[e2e] Any Data on Fast Retransmit vs RTO Expiry Numbers?
pganti at gmail.com
Tue Dec 18 14:58:49 PST 2007
Thank you for the live data pointer. Your paper looks very interesting
(still need to digest all of whats being said though). I have one suggestion
which you might have already thought about when proposing smart framing: Why
not resend cloned packets of the last one after the last one? I mean,only
for the first (send 2 SYNs spaced at 600ms0 and last packets, why cant we
modify the stack to send 2 copies of the last packet for FR. Would this
On Dec 18, 2007 4:37 PM, Mellia Marco <mellia at tlc.polito.it> wrote:
> Your intuition is quite right... RTO kicks in much more often than FR...
> There are a couple of papers/ideas/rfcs that try to address this problem.
> You may have a look at this paper... in which we explicitely study the
> problem you mention, and compare our proposal to others'.
> M. Mellia, M. Meo, C. Casetti
> TCP Smart Framing: a Segmentation Algorithm to Reduce TCP latency
> IEEE/ACM Transactions on Networking, Vol. 13, No. 2, pp. 316-329, ISSN:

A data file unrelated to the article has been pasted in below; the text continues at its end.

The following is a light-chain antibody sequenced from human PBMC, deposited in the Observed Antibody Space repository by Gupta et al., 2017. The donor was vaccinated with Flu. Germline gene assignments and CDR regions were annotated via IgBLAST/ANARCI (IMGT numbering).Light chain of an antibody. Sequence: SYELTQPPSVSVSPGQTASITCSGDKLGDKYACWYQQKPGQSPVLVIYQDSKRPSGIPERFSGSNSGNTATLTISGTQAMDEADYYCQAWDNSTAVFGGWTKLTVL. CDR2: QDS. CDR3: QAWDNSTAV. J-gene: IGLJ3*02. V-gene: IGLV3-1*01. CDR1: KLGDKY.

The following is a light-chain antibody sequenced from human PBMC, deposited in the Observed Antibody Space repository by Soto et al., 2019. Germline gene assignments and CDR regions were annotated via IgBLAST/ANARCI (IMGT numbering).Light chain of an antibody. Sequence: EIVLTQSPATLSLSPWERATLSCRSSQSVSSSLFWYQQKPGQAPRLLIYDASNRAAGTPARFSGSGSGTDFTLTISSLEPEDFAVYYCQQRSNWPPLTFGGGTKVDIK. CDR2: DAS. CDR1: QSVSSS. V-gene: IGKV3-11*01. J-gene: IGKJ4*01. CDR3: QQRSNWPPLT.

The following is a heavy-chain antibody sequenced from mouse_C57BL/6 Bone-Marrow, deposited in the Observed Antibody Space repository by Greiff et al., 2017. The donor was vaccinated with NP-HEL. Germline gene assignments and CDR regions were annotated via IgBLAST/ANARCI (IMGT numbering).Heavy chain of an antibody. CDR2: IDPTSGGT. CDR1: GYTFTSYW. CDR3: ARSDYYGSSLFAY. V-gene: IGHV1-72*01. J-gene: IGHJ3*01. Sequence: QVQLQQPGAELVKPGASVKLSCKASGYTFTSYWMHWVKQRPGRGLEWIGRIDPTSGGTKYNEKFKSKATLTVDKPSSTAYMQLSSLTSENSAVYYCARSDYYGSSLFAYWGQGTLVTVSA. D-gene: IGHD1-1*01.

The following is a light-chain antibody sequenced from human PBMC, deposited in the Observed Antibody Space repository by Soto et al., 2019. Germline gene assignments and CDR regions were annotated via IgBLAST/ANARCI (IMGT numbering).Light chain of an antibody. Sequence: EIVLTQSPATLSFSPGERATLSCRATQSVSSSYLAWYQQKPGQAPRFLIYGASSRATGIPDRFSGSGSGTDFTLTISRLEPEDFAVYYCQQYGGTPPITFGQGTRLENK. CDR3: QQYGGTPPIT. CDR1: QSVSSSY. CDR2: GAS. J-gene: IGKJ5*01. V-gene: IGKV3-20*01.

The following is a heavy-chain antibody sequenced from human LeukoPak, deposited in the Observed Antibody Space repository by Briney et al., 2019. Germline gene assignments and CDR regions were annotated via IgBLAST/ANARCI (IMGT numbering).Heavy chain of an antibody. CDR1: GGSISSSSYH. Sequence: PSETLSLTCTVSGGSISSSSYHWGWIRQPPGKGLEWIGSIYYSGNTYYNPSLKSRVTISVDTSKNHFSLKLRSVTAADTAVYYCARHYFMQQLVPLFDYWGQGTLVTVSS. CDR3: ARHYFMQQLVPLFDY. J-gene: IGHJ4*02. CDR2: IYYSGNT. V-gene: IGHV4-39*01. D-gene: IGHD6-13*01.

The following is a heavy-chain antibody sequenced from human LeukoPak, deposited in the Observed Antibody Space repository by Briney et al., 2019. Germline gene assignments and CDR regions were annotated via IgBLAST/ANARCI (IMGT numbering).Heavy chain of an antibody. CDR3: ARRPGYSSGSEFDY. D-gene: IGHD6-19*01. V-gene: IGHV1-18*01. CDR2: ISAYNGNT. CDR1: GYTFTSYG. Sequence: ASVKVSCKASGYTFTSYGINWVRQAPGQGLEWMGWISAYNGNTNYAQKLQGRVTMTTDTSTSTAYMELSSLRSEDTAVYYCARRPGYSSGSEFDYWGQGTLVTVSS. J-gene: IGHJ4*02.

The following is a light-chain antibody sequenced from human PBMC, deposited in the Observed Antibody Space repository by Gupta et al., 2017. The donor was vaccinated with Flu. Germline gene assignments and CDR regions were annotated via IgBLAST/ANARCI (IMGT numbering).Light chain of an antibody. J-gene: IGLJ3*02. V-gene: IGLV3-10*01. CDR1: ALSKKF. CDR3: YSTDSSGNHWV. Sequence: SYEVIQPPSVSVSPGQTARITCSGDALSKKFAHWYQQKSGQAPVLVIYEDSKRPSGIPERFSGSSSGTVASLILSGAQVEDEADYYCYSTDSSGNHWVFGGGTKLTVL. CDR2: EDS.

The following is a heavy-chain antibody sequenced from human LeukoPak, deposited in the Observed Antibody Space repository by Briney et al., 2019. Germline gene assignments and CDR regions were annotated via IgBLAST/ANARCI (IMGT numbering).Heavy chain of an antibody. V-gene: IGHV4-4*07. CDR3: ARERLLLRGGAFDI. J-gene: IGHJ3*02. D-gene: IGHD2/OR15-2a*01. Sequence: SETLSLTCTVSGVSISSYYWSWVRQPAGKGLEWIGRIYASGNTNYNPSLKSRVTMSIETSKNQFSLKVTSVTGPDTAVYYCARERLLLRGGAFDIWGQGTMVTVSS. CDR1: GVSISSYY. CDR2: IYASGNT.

> 1063-6692, April 2005
> In addition, we are continously monitoring TCP retransmission using tstat.
> Some measurements are available on-line from tstat web site
> Hope you find this useful.
> > Hello e2e,
> > Does anyone have some quantitative experimental data on what percentage
> > of reliable packet delivery in TCP is done through Fast Retransmit
> > versus that of a RTO expiry? Specifically I am looking at such data
> > being available for HTTP class of traffic.
> > Some raw issues that lead for such data to be interesting:
> > (a) When the initial cwnd is less than 4 then there is a chance that
> > initial SYN/SYNACK oss cannot be recovered using FastRetransmit (this
> > is also worse than RTO expiry because of additional 3 seconds).Magic
> > value of 4 seems to be from the paper Morris' /Scalable TCP Congestion
> > Control/
> > (b) The last packet isnt eligible for fast retransmit as well by the
> > same logic albeit this time the recovert via RTO
> > (c) In between (a) and (b) lets say we have a train of packets (dictated
> > by the cwnd size or the application's PSH). If you imagine this flight
> > of packets as a train, the last packet of such a burst cannot also be
> > recovered using fast retransmit
> > (d) Some other cases that I am not thinking of here.
> > Given that HTTP traffic seems to be like small bursts of packet trains,
> > there will be many last packets in a train and hence response time
> > suffers on lossy/congested networks.
> > -Paddy Ganti
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